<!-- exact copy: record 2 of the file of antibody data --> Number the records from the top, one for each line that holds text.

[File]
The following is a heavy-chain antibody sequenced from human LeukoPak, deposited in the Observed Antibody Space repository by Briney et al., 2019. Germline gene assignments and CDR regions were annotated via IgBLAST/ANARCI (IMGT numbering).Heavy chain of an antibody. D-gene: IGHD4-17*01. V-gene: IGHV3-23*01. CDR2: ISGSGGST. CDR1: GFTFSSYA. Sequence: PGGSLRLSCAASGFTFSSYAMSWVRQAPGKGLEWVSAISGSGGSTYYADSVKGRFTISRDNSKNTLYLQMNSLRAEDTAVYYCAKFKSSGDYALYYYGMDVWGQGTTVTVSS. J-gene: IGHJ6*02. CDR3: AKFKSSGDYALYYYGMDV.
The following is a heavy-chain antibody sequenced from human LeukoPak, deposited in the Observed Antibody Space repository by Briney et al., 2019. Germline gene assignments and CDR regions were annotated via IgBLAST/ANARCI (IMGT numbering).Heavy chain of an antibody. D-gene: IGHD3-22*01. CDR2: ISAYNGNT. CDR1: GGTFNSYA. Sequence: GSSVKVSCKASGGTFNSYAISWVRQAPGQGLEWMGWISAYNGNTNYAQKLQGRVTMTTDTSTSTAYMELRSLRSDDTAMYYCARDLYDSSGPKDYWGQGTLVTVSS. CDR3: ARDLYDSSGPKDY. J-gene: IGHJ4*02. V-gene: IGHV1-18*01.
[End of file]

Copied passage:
The following is a heavy-chain antibody sequenced from human LeukoPak, deposited in the Observed Antibody Space repository by Briney et al., 2019. Germline gene assignments and CDR regions were annotated via IgBLAST/ANARCI (IMGT numbering).Heavy chain of an antibody. D-gene: IGHD3-22*01. CDR2: ISAYNGNT. CDR1: GGTFNSYA. Sequence: GSSVKVSCKASGGTFNSYAISWVRQAPGQGLEWMGWISAYNGNTNYAQKLQGRVTMTTDTSTSTAYMELRSLRSDDTAMYYCARDLYDSSGPKDYWGQGTLVTVSS. CDR3: ARDLYDSSGPKDY. J-gene: IGHJ4*02. V-gene: IGHV1-18*01.